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Author explores murders unknown, to read at UHV (Audio)

By Carolina Astrain
Nov. 26, 2012 at 5:26 a.m.
Updated Nov. 27, 2012 at 5:27 a.m.


• WHAT: Jake Adam York, American Book Review 2012 Fall Reading Series

• WHEN: Noon Thursday

• WHERE: Alcorn Auditorium, University West, 3007 N. Ben Wilson St.

• COST: Free



The smoke from the grill

is the smell of my father coming home

from the furnace and the tang

of vinegar and char is the smell

of Birmingham, the smell

of coming home, of history, redolent

as the salt of black-and-white film

when I unwrap the sandwich

from the wax-paper, the wax-paper

crackling like the cold grass

along the Selma to Montgomery road,

like the foil that held

Medgar's last meal, a square of tin

that is just the ghost of that barbecue

I can imagine to my tongue

when I stand at the pit with my brother

and think of all the hands and mouths

and breaths of air that sharpened

this flavor and handed it down to us,

I feel all those hands inside

my hands when it's time to spread

the table linen or lift a coffin rail

and when the smoke billows from the pit

I think of my uncle, I think of my uncle

rising, not falling, when I raise

the buttermilk and the cornmeal to the light

before giving them to the skillet

and sometimes I say the recipe

to the air and sometimes I say his name

or her name or her name

and sometimes I just set the table

because meals are memorials

that teach us how to move,

history moves in us as we raise

our voices and then our glasses

to pour a little out for those

who poured out everything for us,

we pour ourselves for them,

so they can eat again.

The careful hand, precise measurements and craft needed in the kitchen are tough feats to master for some.

For author Jake Adam York, cooking is a lot like concocting a poem.

"When you're cooking, you're not simply throwing things into a pot and walking away," York said. "You're looking for change in a system you're developing."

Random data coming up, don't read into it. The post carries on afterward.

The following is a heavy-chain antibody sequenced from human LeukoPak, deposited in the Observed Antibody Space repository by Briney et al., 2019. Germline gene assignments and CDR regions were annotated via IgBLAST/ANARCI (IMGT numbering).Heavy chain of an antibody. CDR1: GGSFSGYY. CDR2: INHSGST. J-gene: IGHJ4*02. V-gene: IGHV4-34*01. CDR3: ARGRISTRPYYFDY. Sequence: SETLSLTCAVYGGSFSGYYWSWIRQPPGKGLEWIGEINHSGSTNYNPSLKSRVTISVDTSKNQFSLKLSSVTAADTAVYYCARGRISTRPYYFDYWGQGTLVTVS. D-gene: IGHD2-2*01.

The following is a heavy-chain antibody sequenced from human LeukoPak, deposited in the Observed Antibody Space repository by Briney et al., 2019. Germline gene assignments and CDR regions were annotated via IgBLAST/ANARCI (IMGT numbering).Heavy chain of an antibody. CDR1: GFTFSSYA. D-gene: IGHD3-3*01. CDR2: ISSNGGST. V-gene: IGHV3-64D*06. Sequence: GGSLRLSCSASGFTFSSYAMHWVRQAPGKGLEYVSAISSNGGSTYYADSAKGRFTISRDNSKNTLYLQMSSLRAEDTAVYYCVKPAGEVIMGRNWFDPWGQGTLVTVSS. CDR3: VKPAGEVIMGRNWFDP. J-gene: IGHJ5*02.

The Alabama-native has written three major works, "Murder Ballads," "A Murmuration of Starlings" and "Persons Unknown," - all of which he hopes to compile into a elegiac body of poetry titled "Inscriptions for Air."

In his writing, York aims to uncover the dark history of the South and simultaneously memorialize the civil rights movement.

The associate professor of creative writing comes to the University of Houston-Victoria on Thursday to read from "Persons Unknown" and his manuscript titled "Abide."

He is the final author in the American Book Review 2012 Fall Reading Series.

Literary journals, including The Southern Review, Kenyon Review, Pleiades and Ninth Letter, have featured York's work.

Although his appearance is seemingly Anglo, York said he carries a bit of Cherokee blood.

"Five generations back or something like that," York said. "I'm super white; there's no question. I could have been dragged from the bottom of a lake in Scotland, and that's how I look."

Coming from a medium-sized community in northern Alabama, his perception of ethnicity remained static until his teenage years.

The 40-year-old author said a civil rights activist was murdered in the early 1960s near his hometown.

"He was shot to death in the outskirts," York said. "I have also discovered that my town had a pretty significant race riot in the early '70s after one of the major moments of the movement had supposedly already happened."

York said at his reading Thursday he'll talk about the 1955 murder of a 16-year-old boy in a Longview cafe.

John Earl Reese was at a cafe with his cousin and sister when he was murdered in a drive-by shooting shortly after the desegregation of Texas schools.

"It's one of the lesser known murders of the civil rights movement," York said.

When he's not writing about civil unrest throughout history, York said he likes to spend his time in the kitchen with old family recipes.

In his poem titled, "Grace," York writes about Alabama barbecue.

"I think a recipe is very much a record of somebody's palate," York said. "I don't know of anything else that would be a better image of having some sort of living link with your ancestors."



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